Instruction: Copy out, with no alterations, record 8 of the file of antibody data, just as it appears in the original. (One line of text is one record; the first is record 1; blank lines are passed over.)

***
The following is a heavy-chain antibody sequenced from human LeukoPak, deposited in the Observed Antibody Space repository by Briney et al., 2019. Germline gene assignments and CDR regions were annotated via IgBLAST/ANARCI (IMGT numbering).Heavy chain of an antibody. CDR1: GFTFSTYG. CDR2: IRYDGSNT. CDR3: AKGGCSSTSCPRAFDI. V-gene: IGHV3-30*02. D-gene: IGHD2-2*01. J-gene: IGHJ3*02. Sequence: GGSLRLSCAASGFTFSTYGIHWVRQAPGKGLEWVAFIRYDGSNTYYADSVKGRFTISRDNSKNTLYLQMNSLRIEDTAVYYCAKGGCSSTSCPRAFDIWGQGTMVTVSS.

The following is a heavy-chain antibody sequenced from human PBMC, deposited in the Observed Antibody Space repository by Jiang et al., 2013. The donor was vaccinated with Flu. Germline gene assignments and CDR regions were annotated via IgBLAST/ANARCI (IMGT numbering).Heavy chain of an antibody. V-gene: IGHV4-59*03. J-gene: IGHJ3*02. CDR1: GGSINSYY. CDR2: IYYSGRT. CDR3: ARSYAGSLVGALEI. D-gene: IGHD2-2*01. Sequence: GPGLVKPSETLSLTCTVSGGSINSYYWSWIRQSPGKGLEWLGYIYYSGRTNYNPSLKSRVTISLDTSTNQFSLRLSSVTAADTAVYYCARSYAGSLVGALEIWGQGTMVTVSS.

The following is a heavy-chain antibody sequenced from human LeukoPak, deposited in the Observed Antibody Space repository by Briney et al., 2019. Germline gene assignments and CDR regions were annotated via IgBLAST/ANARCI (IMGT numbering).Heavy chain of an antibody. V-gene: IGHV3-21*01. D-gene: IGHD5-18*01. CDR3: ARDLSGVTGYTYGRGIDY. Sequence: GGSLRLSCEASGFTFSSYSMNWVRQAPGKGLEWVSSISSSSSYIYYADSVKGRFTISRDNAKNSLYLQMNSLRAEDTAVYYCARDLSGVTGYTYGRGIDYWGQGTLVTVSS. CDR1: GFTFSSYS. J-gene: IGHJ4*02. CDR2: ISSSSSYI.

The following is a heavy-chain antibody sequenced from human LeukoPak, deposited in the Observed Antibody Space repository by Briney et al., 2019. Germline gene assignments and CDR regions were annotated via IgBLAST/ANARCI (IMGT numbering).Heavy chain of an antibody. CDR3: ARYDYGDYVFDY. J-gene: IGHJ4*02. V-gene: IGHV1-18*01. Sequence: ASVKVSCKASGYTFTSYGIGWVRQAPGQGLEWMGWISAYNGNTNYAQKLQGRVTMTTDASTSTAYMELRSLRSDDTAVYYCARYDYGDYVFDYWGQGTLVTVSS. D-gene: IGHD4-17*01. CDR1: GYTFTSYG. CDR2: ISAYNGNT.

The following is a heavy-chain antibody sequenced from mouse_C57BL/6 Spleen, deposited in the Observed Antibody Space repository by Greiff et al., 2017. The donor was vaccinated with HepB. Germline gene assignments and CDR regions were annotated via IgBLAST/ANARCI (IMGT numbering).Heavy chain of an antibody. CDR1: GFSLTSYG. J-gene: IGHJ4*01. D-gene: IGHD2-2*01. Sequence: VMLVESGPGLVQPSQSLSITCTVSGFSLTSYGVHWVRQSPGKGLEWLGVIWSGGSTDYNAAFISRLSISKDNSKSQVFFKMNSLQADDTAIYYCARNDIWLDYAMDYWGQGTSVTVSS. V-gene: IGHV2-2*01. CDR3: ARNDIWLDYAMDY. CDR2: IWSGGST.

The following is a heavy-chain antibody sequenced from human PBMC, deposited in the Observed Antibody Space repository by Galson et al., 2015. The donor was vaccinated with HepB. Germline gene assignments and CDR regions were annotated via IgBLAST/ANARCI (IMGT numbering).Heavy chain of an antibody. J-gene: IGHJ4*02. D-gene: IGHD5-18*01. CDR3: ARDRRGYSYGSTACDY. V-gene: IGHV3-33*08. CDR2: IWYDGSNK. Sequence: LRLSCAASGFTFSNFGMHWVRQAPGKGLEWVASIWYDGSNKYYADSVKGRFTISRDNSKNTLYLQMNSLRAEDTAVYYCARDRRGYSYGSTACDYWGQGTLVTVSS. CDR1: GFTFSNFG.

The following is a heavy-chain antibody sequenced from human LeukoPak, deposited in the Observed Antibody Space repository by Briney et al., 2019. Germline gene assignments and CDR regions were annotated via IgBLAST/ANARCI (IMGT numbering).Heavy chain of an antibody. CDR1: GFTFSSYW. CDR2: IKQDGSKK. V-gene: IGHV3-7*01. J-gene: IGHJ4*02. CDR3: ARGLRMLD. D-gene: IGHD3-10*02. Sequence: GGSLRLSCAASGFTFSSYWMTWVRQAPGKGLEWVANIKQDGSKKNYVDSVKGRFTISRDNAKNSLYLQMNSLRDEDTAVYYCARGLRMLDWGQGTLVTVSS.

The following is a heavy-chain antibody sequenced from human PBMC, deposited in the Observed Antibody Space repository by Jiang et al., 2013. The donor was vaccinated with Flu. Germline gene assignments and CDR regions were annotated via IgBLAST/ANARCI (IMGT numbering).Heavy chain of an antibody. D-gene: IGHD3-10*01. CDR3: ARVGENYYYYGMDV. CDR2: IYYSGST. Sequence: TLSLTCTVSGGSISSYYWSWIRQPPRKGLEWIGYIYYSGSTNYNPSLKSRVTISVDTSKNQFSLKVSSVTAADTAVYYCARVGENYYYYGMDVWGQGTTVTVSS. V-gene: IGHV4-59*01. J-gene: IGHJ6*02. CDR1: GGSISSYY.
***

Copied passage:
The following is a heavy-chain antibody sequenced from human PBMC, deposited in the Observed Antibody Space repository by Jiang et al., 2013. The donor was vaccinated with Flu. Germline gene assignments and CDR regions were annotated via IgBLAST/ANARCI (IMGT numbering).Heavy chain of an antibody. D-gene: IGHD3-10*01. CDR3: ARVGENYYYYGMDV. CDR2: IYYSGST. Sequence: TLSLTCTVSGGSISSYYWSWIRQPPRKGLEWIGYIYYSGSTNYNPSLKSRVTISVDTSKNQFSLKVSSVTAADTAVYYCARVGENYYYYGMDVWGQGTTVTVSS. V-gene: IGHV4-59*01. J-gene: IGHJ6*02. CDR1: GGSISSYY.